By Chris Lane
By Jeff Balke
By Aaron Reiss
By Angelica Leicht
By Dianna Wray
By Aaron Reiss
By Camilo Smith
By Craig Malisow
Just one week after she was held hostage on death row, Bledsoe went back to work, just to prove that she could. "I didn't do much of anything," she says. "I just walked around -- lookin'. I just wanted them, those inmates, all of 'em, to know that I could come back in there, that I was not scared of them, that they had not run me off." Some of the inmates told her that they were sorry it had happened to her, because she was a fair officer. "I have as much respect for them as they have for me," she says. "As long as they treat me right, I'll treat them right." Others didn't buy into Bledsoe's Golden Rule approach to prison life. Some told her that they would have raped her. Gary Graham, the anti-death-penalty poster boy for Jesse Jackson and Bianca Jagger, threatened her life. "I tell you what, Bledsoe," she remembers him saying, "they didn't kill you the first time they got you, but you wait, I'll get you if I can get out."
She took another week off and tried again. She was securing an inmate for escort from a recreation cell to his house when the picket boss opened the door to the wrong cell by mistake. Inside was a death row offender who was not yet handcuffed. Bledsoe began reliving the hostage scenario.
"It's your choice," she told him. "What are you gonna do? Are you gonna come out of there? Or are you gonna back up and let me close the door?"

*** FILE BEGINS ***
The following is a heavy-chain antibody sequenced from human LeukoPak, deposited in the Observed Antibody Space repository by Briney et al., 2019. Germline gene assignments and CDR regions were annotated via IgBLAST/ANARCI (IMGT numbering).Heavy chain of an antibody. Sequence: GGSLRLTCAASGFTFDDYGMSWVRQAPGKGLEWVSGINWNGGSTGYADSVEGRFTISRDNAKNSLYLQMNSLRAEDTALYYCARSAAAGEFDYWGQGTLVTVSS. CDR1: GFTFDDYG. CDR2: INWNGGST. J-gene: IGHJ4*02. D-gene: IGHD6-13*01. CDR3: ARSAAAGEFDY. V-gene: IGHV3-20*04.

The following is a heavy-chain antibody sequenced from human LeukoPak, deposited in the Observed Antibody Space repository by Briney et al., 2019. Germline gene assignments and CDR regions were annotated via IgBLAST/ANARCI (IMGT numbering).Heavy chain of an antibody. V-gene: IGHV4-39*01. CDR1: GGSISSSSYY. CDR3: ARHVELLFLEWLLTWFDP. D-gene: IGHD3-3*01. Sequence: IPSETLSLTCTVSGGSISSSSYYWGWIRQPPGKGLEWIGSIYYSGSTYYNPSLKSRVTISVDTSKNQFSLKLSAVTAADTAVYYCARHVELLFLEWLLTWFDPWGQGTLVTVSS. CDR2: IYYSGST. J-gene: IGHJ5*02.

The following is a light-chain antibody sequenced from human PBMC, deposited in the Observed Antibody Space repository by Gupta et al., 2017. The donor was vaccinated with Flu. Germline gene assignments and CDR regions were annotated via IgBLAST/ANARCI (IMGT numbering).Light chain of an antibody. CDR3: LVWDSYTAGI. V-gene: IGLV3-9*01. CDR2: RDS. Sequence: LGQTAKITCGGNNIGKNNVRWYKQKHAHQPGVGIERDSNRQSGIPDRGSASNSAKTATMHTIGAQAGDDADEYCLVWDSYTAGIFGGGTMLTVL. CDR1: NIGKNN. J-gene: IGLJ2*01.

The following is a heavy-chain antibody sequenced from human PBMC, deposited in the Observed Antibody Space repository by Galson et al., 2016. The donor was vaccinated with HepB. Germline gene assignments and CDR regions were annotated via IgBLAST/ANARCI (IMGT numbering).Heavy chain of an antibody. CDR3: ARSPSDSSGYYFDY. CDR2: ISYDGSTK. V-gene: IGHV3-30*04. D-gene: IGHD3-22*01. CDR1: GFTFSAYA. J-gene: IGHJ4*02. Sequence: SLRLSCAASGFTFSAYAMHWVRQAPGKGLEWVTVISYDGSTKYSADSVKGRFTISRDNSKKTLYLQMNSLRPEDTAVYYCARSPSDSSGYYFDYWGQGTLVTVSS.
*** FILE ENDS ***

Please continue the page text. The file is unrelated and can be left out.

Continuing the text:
"Ms. Bledsoe," he said, "I am not touching that door."
She caught her breath, but she knew things would never be the same. "I really tried," she says. "I was just so jumpy. People would come up behind me, and I would just all but attack 'em." Two months after the incident, Bledsoe told her warden that she didn't think she should be working at the unit, that she was a danger to herself.
Since June, she's been holed up at home, hiding from the media, seeing a psychologist, fighting back the thoughts that can bring her to tears, and taking medication for her depression. She's collecting workers' compensation, but she doesn't know how long that will last. Biff's been telling the folks at Terrell that she's never going back to work there. And Jeanette halfheartedly entertains the idea of going back to school. But ultimately, when the checks stop coming, she says, she'll have to go back to the prison. And it doesn't really matter what the legislature does next year in terms of correctional officers' pay. Jeanette Bledsoe will still be scared.